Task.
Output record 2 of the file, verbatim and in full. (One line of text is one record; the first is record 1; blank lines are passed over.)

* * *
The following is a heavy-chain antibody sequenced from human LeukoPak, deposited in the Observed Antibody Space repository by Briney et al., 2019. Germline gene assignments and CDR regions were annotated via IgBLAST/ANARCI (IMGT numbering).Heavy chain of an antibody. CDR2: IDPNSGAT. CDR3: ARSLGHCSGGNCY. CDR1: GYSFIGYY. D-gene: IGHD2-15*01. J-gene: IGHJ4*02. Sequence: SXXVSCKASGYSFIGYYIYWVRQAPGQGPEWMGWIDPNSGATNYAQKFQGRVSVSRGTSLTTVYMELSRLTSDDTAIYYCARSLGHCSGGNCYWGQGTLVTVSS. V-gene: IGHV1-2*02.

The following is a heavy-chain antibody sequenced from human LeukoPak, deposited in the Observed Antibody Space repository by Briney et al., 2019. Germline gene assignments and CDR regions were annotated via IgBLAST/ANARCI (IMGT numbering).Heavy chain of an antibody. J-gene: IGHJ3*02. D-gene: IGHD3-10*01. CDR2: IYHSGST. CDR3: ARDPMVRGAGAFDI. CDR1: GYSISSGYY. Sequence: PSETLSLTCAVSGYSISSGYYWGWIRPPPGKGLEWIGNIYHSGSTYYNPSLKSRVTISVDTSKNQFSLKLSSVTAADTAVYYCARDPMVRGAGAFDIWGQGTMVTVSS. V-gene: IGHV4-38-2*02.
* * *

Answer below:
The following is a heavy-chain antibody sequenced from human LeukoPak, deposited in the Observed Antibody Space repository by Briney et al., 2019. Germline gene assignments and CDR regions were annotated via IgBLAST/ANARCI (IMGT numbering).Heavy chain of an antibody. J-gene: IGHJ3*02. D-gene: IGHD3-10*01. CDR2: IYHSGST. CDR3: ARDPMVRGAGAFDI. CDR1: GYSISSGYY. Sequence: PSETLSLTCAVSGYSISSGYYWGWIRPPPGKGLEWIGNIYHSGSTYYNPSLKSRVTISVDTSKNQFSLKLSSVTAADTAVYYCARDPMVRGAGAFDIWGQGTMVTVSS. V-gene: IGHV4-38-2*02.